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Tuskaloosa Tales: Stories of Tuscaloosa and Its People

Tuskaloosa Tales: Stories of Tuscaloosa and Its People

By Guild of Professional Writers for Children;
Illustrations by Sue Blackshear
Look Again Press, LLC, 2011
$23.95, Hardcover; $16.95, Paper


Reviewed by Linda A. McQueen

Tuskaloosa Tales Stories of Tuscaloosa and Its People is an interesting collection of short stories for children that examines the diverse heritage of Tuscaloosa, Alabama. There are true stories as well as fictional stories of people, places, and events of the past. These stories from the past have developed to form Tuscaloosa’s future.

The introduction by Aileen Kilgore Henderson highlights Greenwood Cemetery–A Capsule of History, located in southwest Tuscaloosa. The cemetery, formed in 1819, was open for all people: black, white, rich, or poor. Today many graves are not marked or too age-worn to read.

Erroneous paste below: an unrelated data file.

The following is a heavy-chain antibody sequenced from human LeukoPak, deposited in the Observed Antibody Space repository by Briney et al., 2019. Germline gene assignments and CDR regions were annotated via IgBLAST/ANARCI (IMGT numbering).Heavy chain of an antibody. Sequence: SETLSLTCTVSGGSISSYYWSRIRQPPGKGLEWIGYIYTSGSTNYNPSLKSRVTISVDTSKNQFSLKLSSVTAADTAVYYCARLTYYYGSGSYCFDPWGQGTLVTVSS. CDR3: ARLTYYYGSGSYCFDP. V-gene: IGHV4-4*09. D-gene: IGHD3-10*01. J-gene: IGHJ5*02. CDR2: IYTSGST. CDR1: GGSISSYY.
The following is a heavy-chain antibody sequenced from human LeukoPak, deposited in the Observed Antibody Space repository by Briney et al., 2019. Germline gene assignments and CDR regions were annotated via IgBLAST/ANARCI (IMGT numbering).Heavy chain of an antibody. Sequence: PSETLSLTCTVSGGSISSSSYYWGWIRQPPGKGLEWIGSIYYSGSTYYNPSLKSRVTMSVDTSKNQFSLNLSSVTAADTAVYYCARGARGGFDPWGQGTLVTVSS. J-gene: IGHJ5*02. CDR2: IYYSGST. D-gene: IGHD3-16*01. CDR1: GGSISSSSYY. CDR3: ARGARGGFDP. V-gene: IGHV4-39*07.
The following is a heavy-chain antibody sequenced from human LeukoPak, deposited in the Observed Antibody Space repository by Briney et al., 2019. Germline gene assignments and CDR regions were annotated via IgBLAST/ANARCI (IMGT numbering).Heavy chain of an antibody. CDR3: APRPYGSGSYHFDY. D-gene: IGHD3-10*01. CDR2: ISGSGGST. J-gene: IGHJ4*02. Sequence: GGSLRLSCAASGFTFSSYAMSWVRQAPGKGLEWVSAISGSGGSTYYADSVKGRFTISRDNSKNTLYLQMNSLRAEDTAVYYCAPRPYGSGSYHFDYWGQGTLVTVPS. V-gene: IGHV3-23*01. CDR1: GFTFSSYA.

“The Paddlewheel Adventure: Coming to Tuscaloosa County, Alabama” by Margaret Zehmer Searcy centers around the adventure of a young boy named Tim and his family. He becomes a boat-boy after finishing fourth grade while he waits for his father to return from Carolina with his mother, the new baby, and the twins. Tim has wonderful paddlewheel adventures on the Warrior River in Tuscaloosa.

Other stories include “Friendship and the Trail of Tears” by Vetta Lavender, “The Battle of Tuscaloosa” by Patt M. Devitt, and “Black Warrior Rising” by Claudia H. Pearson. Pearson’s story depicts the 1927 Mississippi River flood in Louisiana that forced many residents to relocate to Tuscaloosa.

The stories and rich color illustrations by Sue Blackshear as well as black and white images from public domain sources will spark students’ interest to get excited about reading and see the world around them in a different light. Oct. 2011

Linda A. McQueen is the Library Media Specialist at McNeel School-Vacca Campus.

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